Christianity has become such a mainstream facet of American culture that often we pursue the activities of the faith under the assumption that everyone knows the basics. As a result, we rarely discuss the basics because we don’t want to insult anyone’s intelligence. As a result, many move forward on the false assumption that we all understand the basics.

One need not be offended by discussing the basics, or by having the basics taught to them. Legendary Green Bay Packers coach Vince Lombardi often began his first practice of the year by holding out a ball and saying, “Gentlemen, this is a football.” Lombardi then went on to discuss what all you could do with a football, as well as the objective of the game of football. Lombardi explained that the objective of football was to get possession of the ball, maintain possession of the ball, and advance the ball across the goal line for a touchdown. Then, the process repeated. The secondary objective, which was accomplished if you met the first, was to keep the other team from advancing the football across the goal line.

Advancing the football could be accomplished by running the ball, or passing the ball. He demonstrated how to carry the ball, and how to throw the ball, etc. This is riveting stuff for a football novice. However, Lombardi was talking to players who were professionals. These guys had been playing their entire lives. Still, he understood the value of fundamentals. And he was successful.

In that vein, we’d like to return to the fundamentals. And we begin by asking, “What is a church?”

The word, “church,” in the New Testament was translated from a Greek word, ekklesia, which means an assembly. This is important. As our Lord founded the Christian faith, He used words that were already widely in use in that culture. Our Lord did not sit down with the disciples and invent a new vocabulary and systems of practices for this new religion we call Christianity. No, He merely taught that we were to repent of our sins and trust His death on the cross for our salvation. He did so using common words of that day.

So, when the Lord said, “Upon this Rock I will build My church,” He didn’t invent a new word. That’s why none of the disciples said, “What is a church?” They already knew. Our English translations of the Bible say, “Upon this Rock I will build My church.” What the disciples heard was, “Upon this Rock I will build My assembly (ekklesia).”

The word “assembly,” i.e. “ekklesia,” was widely used, and practiced in the Roman Empire. Ekklesias were called out assemblies in local cities used to conduct business, take a vote, or discuss a pressing matter. There was a legal structure and framework for these.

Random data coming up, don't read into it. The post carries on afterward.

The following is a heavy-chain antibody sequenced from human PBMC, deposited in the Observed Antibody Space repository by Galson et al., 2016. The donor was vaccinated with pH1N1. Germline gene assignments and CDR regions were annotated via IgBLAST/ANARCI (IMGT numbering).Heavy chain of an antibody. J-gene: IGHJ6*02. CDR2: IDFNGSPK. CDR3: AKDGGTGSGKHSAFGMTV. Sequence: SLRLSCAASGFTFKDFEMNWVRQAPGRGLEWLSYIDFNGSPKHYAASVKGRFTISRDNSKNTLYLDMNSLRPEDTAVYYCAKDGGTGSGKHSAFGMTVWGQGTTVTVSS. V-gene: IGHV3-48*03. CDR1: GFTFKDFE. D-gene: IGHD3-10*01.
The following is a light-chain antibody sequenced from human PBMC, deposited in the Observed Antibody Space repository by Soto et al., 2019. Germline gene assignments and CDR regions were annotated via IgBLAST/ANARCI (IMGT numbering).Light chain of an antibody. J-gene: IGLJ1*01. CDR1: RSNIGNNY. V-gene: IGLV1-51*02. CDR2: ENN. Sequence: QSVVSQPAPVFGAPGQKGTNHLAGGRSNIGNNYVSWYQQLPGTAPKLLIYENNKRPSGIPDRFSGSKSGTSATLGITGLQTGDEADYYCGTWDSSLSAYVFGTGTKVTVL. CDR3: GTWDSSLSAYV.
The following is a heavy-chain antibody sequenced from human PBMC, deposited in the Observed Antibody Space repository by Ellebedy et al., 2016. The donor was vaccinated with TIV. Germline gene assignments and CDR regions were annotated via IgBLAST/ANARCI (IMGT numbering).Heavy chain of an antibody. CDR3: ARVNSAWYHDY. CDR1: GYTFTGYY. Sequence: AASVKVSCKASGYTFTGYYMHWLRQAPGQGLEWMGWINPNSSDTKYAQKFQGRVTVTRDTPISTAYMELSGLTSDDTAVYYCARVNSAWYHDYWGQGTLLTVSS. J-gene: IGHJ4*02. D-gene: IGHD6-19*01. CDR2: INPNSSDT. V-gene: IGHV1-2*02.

You see this concept in action in Acts 19. The entire city was gathered to discuss the controversial teachings of Paul, who proclaimed that there were no other gods besides God, and that the way to God was through repentance and faith in Jesus Christ. As a result, the local industry (sales of idols to the goddess Diana) suffered as more turned away from idolatry and toward Christianity. The town clerk realized that the assembly did not meet the legal requirements to hold such a meeting under Roman law, and as such, “he dismissed the assembly (ekklesia).”

When Christ said, “Upon this Rock I will build My church,” He said, “upon this Rock, I will build My assembly.” This verse, supported by other verses throughout the New Testament, shows that the will of Christ for His followers is that we are to assemble, conduct His business, and encourage each other.

Therefore, given the meaning of the word, and the will that Christ expressed, and the teachings expressed throughout the New Testament, a church is an organized assembly of saved, scripturally baptized believers who have come together to carry out the Lord’s will. This assembly is a literal assembly, a local assembly.

Which means that, in order to be a part of the church, you must assemble with the church. And the Lord’s will is that you be a part of the church.

At Life Point Baptist Church, we’d love to have you be a part of our church, a part of our assembly. However, if you do not feel led to join with us, we will encourage you to join a church where God is leading you, and that you follow His will there.

May God bless you richly as you follow His teachings.